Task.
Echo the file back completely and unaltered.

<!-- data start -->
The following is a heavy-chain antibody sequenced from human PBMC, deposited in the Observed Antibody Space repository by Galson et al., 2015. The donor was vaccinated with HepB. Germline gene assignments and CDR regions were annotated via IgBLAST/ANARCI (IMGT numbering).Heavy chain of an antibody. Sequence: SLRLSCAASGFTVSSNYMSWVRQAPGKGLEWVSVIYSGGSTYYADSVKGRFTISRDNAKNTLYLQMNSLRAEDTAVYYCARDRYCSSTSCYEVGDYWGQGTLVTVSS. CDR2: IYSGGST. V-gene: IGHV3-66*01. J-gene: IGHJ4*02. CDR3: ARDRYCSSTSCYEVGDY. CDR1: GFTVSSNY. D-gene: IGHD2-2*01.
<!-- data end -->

The following is a heavy-chain antibody sequenced from human PBMC, deposited in the Observed Antibody Space repository by Galson et al., 2015. The donor was vaccinated with HepB. Germline gene assignments and CDR regions were annotated via IgBLAST/ANARCI (IMGT numbering).Heavy chain of an antibody. Sequence: SLRLSCAASGFTVSSNYMSWVRQAPGKGLEWVSVIYSGGSTYYADSVKGRFTISRDNAKNTLYLQMNSLRAEDTAVYYCARDRYCSSTSCYEVGDYWGQGTLVTVSS. CDR2: IYSGGST. V-gene: IGHV3-66*01. J-gene: IGHJ4*02. CDR3: ARDRYCSSTSCYEVGDY. CDR1: GFTVSSNY. D-gene: IGHD2-2*01.